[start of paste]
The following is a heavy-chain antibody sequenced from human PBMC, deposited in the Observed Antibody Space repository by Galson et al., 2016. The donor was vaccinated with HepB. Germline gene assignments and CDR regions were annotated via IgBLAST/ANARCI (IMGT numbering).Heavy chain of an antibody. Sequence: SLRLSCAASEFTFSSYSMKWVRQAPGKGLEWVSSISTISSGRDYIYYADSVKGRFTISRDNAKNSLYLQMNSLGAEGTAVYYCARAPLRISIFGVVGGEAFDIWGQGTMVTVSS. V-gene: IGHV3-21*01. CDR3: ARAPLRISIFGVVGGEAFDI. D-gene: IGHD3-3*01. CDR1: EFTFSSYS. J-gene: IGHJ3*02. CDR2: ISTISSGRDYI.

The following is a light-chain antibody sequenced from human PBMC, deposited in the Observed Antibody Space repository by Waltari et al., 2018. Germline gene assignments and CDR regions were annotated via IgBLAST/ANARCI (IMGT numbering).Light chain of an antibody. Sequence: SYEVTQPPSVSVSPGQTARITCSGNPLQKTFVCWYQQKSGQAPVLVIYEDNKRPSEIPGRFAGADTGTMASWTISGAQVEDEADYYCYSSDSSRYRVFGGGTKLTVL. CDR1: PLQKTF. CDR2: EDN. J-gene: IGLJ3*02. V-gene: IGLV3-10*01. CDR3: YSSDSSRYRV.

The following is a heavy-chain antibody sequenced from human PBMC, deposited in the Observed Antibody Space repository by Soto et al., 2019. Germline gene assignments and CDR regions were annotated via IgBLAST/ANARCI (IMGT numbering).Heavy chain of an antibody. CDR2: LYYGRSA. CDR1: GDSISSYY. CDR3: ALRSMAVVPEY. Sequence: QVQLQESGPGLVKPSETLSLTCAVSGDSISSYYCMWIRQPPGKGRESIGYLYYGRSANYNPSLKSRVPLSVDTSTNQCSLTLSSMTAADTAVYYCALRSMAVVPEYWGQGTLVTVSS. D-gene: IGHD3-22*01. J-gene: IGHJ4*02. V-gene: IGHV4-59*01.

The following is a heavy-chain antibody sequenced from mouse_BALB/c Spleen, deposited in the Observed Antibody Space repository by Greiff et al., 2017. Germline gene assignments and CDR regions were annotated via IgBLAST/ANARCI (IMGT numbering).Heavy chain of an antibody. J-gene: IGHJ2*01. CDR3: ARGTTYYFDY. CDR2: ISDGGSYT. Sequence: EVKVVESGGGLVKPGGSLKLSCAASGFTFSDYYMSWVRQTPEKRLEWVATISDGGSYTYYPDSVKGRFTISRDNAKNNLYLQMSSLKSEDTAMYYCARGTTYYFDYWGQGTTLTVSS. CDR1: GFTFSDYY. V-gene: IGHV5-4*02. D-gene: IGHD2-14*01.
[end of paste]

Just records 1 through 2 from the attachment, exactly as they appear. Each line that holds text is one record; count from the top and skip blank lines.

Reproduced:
The following is a heavy-chain antibody sequenced from human PBMC, deposited in the Observed Antibody Space repository by Galson et al., 2016. The donor was vaccinated with HepB. Germline gene assignments and CDR regions were annotated via IgBLAST/ANARCI (IMGT numbering).Heavy chain of an antibody. Sequence: SLRLSCAASEFTFSSYSMKWVRQAPGKGLEWVSSISTISSGRDYIYYADSVKGRFTISRDNAKNSLYLQMNSLGAEGTAVYYCARAPLRISIFGVVGGEAFDIWGQGTMVTVSS. V-gene: IGHV3-21*01. CDR3: ARAPLRISIFGVVGGEAFDI. D-gene: IGHD3-3*01. CDR1: EFTFSSYS. J-gene: IGHJ3*02. CDR2: ISTISSGRDYI.

The following is a light-chain antibody sequenced from human PBMC, deposited in the Observed Antibody Space repository by Waltari et al., 2018. Germline gene assignments and CDR regions were annotated via IgBLAST/ANARCI (IMGT numbering).Light chain of an antibody. Sequence: SYEVTQPPSVSVSPGQTARITCSGNPLQKTFVCWYQQKSGQAPVLVIYEDNKRPSEIPGRFAGADTGTMASWTISGAQVEDEADYYCYSSDSSRYRVFGGGTKLTVL. CDR1: PLQKTF. CDR2: EDN. J-gene: IGLJ3*02. V-gene: IGLV3-10*01. CDR3: YSSDSSRYRV.